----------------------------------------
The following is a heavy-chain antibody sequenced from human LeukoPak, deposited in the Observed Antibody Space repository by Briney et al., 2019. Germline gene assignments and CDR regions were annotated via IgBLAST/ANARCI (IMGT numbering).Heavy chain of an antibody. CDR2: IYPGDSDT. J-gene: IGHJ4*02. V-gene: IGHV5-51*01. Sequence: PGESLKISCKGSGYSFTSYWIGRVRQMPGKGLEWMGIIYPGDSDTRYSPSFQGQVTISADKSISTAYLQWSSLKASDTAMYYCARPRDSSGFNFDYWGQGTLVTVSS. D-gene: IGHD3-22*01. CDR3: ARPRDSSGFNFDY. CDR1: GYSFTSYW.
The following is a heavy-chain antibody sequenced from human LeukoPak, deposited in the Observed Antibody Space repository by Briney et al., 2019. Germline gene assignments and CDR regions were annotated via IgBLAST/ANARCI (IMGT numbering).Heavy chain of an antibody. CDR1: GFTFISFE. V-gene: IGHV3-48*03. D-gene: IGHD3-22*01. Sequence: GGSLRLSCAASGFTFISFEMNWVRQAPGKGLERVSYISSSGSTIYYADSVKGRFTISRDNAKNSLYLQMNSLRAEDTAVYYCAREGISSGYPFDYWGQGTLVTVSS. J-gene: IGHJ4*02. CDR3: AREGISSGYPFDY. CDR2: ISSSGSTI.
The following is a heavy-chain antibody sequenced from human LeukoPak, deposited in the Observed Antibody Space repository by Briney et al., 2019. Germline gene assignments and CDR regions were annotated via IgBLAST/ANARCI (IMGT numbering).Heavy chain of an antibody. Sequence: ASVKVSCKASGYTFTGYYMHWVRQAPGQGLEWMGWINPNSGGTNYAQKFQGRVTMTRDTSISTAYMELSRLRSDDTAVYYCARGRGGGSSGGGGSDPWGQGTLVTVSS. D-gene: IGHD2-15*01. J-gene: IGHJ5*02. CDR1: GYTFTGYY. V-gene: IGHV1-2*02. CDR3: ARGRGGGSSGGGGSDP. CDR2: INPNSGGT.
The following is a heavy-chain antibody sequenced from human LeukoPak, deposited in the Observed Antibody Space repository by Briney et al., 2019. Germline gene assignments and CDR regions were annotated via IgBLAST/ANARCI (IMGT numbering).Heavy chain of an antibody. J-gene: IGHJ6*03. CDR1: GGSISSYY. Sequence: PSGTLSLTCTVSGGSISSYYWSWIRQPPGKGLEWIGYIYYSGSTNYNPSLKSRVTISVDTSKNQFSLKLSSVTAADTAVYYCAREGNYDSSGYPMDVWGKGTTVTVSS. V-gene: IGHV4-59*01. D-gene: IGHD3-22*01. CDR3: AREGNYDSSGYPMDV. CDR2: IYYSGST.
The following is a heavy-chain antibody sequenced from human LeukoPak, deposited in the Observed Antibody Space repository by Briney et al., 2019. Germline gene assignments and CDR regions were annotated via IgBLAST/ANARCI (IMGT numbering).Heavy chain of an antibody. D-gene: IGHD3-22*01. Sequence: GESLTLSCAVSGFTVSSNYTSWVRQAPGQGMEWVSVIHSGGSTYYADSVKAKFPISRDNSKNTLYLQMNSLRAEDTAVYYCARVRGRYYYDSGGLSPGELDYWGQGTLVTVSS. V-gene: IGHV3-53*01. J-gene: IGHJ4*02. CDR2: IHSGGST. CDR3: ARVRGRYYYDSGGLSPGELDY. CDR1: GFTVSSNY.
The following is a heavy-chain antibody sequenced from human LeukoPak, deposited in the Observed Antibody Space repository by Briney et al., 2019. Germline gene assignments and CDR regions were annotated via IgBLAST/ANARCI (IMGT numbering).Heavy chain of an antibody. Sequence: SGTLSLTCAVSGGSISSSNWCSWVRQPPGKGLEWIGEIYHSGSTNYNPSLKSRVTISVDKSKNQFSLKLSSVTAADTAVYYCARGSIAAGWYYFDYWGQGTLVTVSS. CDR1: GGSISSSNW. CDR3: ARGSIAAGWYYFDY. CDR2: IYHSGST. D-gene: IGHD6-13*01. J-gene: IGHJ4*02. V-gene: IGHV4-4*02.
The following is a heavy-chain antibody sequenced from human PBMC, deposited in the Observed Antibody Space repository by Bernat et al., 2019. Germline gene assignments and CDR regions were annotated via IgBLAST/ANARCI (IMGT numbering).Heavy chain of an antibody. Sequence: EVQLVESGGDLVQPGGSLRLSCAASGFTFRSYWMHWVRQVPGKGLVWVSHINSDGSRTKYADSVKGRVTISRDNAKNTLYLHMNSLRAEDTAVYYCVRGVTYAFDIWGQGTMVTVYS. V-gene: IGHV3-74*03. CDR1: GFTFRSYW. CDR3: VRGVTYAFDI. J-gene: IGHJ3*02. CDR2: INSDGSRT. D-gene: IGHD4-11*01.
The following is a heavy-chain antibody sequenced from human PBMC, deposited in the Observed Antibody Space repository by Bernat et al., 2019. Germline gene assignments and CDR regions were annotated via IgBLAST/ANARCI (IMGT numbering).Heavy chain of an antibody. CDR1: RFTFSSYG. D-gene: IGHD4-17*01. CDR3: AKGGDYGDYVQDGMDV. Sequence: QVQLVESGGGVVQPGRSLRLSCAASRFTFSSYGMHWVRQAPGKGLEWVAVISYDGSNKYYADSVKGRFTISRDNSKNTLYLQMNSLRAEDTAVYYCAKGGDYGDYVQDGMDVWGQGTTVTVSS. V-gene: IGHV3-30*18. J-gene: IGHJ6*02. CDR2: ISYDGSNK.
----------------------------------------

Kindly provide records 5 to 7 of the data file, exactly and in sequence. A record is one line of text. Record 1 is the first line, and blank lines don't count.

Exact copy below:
The following is a heavy-chain antibody sequenced from human LeukoPak, deposited in the Observed Antibody Space repository by Briney et al., 2019. Germline gene assignments and CDR regions were annotated via IgBLAST/ANARCI (IMGT numbering).Heavy chain of an antibody. D-gene: IGHD3-22*01. Sequence: GESLTLSCAVSGFTVSSNYTSWVRQAPGQGMEWVSVIHSGGSTYYADSVKAKFPISRDNSKNTLYLQMNSLRAEDTAVYYCARVRGRYYYDSGGLSPGELDYWGQGTLVTVSS. V-gene: IGHV3-53*01. J-gene: IGHJ4*02. CDR2: IHSGGST. CDR3: ARVRGRYYYDSGGLSPGELDY. CDR1: GFTVSSNY.
The following is a heavy-chain antibody sequenced from human LeukoPak, deposited in the Observed Antibody Space repository by Briney et al., 2019. Germline gene assignments and CDR regions were annotated via IgBLAST/ANARCI (IMGT numbering).Heavy chain of an antibody. Sequence: SGTLSLTCAVSGGSISSSNWCSWVRQPPGKGLEWIGEIYHSGSTNYNPSLKSRVTISVDKSKNQFSLKLSSVTAADTAVYYCARGSIAAGWYYFDYWGQGTLVTVSS. CDR1: GGSISSSNW. CDR3: ARGSIAAGWYYFDY. CDR2: IYHSGST. D-gene: IGHD6-13*01. J-gene: IGHJ4*02. V-gene: IGHV4-4*02.
The following is a heavy-chain antibody sequenced from human PBMC, deposited in the Observed Antibody Space repository by Bernat et al., 2019. Germline gene assignments and CDR regions were annotated via IgBLAST/ANARCI (IMGT numbering).Heavy chain of an antibody. Sequence: EVQLVESGGDLVQPGGSLRLSCAASGFTFRSYWMHWVRQVPGKGLVWVSHINSDGSRTKYADSVKGRVTISRDNAKNTLYLHMNSLRAEDTAVYYCVRGVTYAFDIWGQGTMVTVYS. V-gene: IGHV3-74*03. CDR1: GFTFRSYW. CDR3: VRGVTYAFDI. J-gene: IGHJ3*02. CDR2: INSDGSRT. D-gene: IGHD4-11*01.